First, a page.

3: Prayer in Hebrew with English translation and recording excerpt, Gershon Sirota performing "Rosh Chodesh Benchen," nd.

3: Prayer in Hebrew with English translation and recording excerpt, Gershon Sirota performing "Rosh Chodesh Benchen," nd.

Gershon Sirota (1874-1943), was one of the leading cantors of Europe during the “Golden Age of Hazzanut” (cantorial music, “khazones” in Ashkenazic Hebrew), nicknamed the “King of Cantors” and the “Jewish Caruso” in reference to the legendary opera and recording star Enrico Caruso. He served as cantor in Odessa, at the Shtatshul (State Synagogue) of Vilna, and as head cantor at the Great Synagogue of Warsaw. During his tenure at the Great Synagogue, thousands of people flocked to hear him perform. Sirota also performed in concerts throughout Europe, and his commercial recordings were so popular that he became one of the first recording celebrities in the Jewish world. He perished with his family in the Warsaw ghetto in 1943. In this recording, Sirota interprets the beginning of the blessing of the new month in the classic cantorial style of Eastern Europe, notably characterized here by dreydlekh, or florid vocal ornaments. The excerpt contains the first part of the blessing, which can be found in the first paragraph of the PDF, up to the words translated as “a peaceful life with goodness and blessing.”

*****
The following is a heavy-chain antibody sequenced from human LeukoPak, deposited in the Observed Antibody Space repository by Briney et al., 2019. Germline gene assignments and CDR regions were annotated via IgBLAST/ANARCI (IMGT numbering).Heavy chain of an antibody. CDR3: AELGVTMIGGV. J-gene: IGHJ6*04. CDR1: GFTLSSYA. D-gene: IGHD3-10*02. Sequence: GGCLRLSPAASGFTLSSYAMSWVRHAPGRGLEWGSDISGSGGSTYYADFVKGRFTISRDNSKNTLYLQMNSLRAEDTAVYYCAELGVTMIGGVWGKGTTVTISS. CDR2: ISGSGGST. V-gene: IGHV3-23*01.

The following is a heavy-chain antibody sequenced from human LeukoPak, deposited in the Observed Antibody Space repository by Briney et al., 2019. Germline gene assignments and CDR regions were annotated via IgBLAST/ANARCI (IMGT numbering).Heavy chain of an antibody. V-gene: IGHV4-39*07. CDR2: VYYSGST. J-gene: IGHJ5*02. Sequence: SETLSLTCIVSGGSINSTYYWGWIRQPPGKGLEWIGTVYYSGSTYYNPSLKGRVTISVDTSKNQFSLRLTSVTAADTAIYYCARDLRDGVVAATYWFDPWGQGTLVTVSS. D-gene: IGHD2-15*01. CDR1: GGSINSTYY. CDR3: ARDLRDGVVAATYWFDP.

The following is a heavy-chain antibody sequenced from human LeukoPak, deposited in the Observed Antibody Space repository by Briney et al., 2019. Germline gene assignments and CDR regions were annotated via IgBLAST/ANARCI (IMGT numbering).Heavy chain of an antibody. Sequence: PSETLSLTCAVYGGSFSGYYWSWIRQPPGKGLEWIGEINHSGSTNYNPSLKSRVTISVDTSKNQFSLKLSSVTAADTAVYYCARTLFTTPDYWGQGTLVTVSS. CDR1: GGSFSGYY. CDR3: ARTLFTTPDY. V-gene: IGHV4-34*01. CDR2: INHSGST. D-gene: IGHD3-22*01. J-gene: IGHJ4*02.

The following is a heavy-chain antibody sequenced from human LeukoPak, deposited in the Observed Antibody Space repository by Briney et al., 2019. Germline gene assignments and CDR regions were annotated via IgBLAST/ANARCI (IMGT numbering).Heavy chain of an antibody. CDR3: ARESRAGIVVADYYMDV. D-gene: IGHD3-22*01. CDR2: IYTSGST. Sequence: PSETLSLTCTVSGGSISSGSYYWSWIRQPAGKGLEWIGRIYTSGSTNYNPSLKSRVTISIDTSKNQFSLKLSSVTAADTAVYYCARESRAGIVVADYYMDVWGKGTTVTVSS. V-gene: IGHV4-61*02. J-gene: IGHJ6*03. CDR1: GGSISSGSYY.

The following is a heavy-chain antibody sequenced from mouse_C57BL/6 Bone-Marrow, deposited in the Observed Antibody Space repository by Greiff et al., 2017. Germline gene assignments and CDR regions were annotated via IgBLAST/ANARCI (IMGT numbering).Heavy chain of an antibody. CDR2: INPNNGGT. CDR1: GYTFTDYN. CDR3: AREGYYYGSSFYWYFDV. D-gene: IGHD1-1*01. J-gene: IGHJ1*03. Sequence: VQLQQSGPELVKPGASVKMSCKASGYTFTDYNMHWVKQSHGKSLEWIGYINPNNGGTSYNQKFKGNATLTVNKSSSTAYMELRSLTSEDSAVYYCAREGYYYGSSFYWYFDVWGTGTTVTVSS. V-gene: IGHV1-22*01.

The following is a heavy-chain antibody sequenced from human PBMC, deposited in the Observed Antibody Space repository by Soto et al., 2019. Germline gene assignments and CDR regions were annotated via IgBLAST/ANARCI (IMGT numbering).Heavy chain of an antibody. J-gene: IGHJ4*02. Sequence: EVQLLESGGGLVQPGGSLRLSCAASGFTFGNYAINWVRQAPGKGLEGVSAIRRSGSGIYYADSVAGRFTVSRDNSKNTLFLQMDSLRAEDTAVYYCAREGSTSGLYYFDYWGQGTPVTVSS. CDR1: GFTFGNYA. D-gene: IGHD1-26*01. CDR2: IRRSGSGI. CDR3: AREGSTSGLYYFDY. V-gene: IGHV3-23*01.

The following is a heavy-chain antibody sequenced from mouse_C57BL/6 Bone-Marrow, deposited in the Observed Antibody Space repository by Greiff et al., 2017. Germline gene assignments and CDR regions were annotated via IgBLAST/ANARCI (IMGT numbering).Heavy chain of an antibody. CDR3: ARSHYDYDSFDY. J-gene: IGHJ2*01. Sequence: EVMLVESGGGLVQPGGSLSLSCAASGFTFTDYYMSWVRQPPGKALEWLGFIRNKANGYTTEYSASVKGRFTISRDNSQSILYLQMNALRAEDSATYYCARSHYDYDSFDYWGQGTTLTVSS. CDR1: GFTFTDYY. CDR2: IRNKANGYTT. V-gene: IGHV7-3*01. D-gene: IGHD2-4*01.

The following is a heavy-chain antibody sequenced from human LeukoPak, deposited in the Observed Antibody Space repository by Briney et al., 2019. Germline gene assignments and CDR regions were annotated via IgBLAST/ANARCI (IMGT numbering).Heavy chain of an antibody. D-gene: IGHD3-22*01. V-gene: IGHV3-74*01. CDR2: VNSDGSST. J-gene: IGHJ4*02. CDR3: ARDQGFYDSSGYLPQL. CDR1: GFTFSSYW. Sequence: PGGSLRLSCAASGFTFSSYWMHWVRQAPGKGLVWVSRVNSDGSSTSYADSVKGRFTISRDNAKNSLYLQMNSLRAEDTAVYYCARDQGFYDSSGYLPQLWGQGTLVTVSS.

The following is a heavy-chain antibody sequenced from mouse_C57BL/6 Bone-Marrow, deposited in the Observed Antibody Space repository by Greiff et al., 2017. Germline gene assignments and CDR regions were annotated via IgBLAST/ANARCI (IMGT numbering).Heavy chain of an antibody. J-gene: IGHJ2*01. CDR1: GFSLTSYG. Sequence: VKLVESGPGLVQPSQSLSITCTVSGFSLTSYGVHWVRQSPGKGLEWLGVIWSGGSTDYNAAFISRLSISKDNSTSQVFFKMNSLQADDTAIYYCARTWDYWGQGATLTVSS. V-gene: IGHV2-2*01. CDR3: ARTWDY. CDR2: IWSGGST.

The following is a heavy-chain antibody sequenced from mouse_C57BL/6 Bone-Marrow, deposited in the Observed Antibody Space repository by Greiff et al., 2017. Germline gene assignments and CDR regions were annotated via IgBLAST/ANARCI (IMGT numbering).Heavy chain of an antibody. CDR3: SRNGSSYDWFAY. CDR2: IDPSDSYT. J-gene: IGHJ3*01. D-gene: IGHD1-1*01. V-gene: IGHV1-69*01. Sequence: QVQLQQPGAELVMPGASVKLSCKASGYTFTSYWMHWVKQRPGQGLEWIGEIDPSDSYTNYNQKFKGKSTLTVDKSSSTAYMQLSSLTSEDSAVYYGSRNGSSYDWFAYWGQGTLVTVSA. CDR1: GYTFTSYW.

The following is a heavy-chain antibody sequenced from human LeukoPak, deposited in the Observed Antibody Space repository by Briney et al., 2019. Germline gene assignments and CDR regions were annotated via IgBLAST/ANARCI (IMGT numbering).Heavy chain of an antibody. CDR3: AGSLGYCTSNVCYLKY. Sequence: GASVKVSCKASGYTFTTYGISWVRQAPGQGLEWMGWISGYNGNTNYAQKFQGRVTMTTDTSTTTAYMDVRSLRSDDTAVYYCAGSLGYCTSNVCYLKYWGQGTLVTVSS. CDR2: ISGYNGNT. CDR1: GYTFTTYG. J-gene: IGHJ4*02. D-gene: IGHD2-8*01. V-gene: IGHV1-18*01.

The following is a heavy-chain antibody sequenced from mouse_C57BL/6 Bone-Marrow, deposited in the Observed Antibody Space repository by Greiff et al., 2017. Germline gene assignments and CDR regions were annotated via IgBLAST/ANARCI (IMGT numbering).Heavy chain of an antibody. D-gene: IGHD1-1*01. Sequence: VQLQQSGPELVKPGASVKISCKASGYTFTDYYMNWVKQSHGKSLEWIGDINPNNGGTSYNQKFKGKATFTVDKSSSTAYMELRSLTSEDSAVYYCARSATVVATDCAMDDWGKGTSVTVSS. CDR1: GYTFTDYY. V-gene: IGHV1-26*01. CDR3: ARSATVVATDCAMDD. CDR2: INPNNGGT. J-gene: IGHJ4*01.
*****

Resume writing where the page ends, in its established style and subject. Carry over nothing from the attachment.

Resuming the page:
Suggested Activity: Have students read the words of the prayer and then listen to the recording and discuss the following questions: Does hearing the prayer change the way you interpret the words? How would you describe the emotional tone of this recording? Aside from establishing the calendar, what do you think Rosh Chodesh is about?  What kinds of hopes or intentions does the prayer, or Sirota’s performance of the prayer, invest in the holiday?

If your students are interested in exploring more interpretations of the prayer, you may wish to send them to the website of the Florida Atlantic University Recorded Sound Archives to search for “Rosh Chodesh,” or to this version. After listening to various interpretations of the prayer, if your students are musically inclined you might ask them to write or perform their own version, or to describe some qualities they would try to bring to the piece if they were to compose a new setting for it or perform it.

Sources: Gershon Sirota, "Rosh Chodesh Benchen," The Art of Cantor Gershon Sirota, Volume 2. Greater Recording Co., nd. Used with permission from the Florida Atlantic University Recorded Sound Archives.

Siddur Sim Shalom: A Prayerbook for Shabbat, Festivals, and Weekdays, ed. Rabbi Jules Harlow (New York: The Rabbinical Assembly and the United Synagogue of Conservative Judaism, 2004), 418-19.